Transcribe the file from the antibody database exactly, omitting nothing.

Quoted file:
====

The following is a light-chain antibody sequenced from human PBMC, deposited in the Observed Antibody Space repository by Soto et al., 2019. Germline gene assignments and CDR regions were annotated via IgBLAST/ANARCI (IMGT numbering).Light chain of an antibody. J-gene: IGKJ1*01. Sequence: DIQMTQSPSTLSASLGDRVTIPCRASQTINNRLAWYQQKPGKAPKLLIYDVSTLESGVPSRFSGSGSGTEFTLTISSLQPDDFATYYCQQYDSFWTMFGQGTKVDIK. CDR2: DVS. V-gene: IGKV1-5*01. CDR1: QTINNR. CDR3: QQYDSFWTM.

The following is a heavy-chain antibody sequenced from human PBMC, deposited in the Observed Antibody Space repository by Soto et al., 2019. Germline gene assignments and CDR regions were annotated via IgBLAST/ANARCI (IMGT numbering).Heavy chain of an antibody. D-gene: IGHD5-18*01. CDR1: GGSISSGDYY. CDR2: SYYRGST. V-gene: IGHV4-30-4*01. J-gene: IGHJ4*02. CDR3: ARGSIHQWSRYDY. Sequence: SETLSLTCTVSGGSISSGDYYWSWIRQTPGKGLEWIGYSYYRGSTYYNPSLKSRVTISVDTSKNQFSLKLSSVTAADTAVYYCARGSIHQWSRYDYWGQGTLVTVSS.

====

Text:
The following is a light-chain antibody sequenced from human PBMC, deposited in the Observed Antibody Space repository by Soto et al., 2019. Germline gene assignments and CDR regions were annotated via IgBLAST/ANARCI (IMGT numbering).Light chain of an antibody. J-gene: IGKJ1*01. Sequence: DIQMTQSPSTLSASLGDRVTIPCRASQTINNRLAWYQQKPGKAPKLLIYDVSTLESGVPSRFSGSGSGTEFTLTISSLQPDDFATYYCQQYDSFWTMFGQGTKVDIK. CDR2: DVS. V-gene: IGKV1-5*01. CDR1: QTINNR. CDR3: QQYDSFWTM.

The following is a heavy-chain antibody sequenced from human PBMC, deposited in the Observed Antibody Space repository by Soto et al., 2019. Germline gene assignments and CDR regions were annotated via IgBLAST/ANARCI (IMGT numbering).Heavy chain of an antibody. D-gene: IGHD5-18*01. CDR1: GGSISSGDYY. CDR2: SYYRGST. V-gene: IGHV4-30-4*01. J-gene: IGHJ4*02. CDR3: ARGSIHQWSRYDY. Sequence: SETLSLTCTVSGGSISSGDYYWSWIRQTPGKGLEWIGYSYYRGSTYYNPSLKSRVTISVDTSKNQFSLKLSSVTAADTAVYYCARGSIHQWSRYDYWGQGTLVTVSS.